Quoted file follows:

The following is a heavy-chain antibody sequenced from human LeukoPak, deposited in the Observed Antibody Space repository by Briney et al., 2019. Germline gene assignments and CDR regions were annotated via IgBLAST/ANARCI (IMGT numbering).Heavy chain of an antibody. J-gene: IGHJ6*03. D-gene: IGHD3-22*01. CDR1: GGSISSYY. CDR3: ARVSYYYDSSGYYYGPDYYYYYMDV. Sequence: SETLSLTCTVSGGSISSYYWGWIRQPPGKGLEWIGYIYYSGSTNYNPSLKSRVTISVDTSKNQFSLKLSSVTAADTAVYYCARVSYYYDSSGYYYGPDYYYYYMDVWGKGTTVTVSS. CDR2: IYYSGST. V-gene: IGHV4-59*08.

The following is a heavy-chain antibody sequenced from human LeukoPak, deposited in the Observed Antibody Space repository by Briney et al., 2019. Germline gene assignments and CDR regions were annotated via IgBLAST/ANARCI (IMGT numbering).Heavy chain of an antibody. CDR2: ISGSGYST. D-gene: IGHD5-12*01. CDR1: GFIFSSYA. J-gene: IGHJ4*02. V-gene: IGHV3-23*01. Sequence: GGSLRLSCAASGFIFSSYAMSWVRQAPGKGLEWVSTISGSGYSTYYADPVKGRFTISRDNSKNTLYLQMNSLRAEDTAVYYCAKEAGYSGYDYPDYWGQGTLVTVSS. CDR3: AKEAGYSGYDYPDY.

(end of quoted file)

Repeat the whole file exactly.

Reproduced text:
The following is a heavy-chain antibody sequenced from human LeukoPak, deposited in the Observed Antibody Space repository by Briney et al., 2019. Germline gene assignments and CDR regions were annotated via IgBLAST/ANARCI (IMGT numbering).Heavy chain of an antibody. J-gene: IGHJ6*03. D-gene: IGHD3-22*01. CDR1: GGSISSYY. CDR3: ARVSYYYDSSGYYYGPDYYYYYMDV. Sequence: SETLSLTCTVSGGSISSYYWGWIRQPPGKGLEWIGYIYYSGSTNYNPSLKSRVTISVDTSKNQFSLKLSSVTAADTAVYYCARVSYYYDSSGYYYGPDYYYYYMDVWGKGTTVTVSS. CDR2: IYYSGST. V-gene: IGHV4-59*08.

The following is a heavy-chain antibody sequenced from human LeukoPak, deposited in the Observed Antibody Space repository by Briney et al., 2019. Germline gene assignments and CDR regions were annotated via IgBLAST/ANARCI (IMGT numbering).Heavy chain of an antibody. CDR2: ISGSGYST. D-gene: IGHD5-12*01. CDR1: GFIFSSYA. J-gene: IGHJ4*02. V-gene: IGHV3-23*01. Sequence: GGSLRLSCAASGFIFSSYAMSWVRQAPGKGLEWVSTISGSGYSTYYADPVKGRFTISRDNSKNTLYLQMNSLRAEDTAVYYCAKEAGYSGYDYPDYWGQGTLVTVSS. CDR3: AKEAGYSGYDYPDY.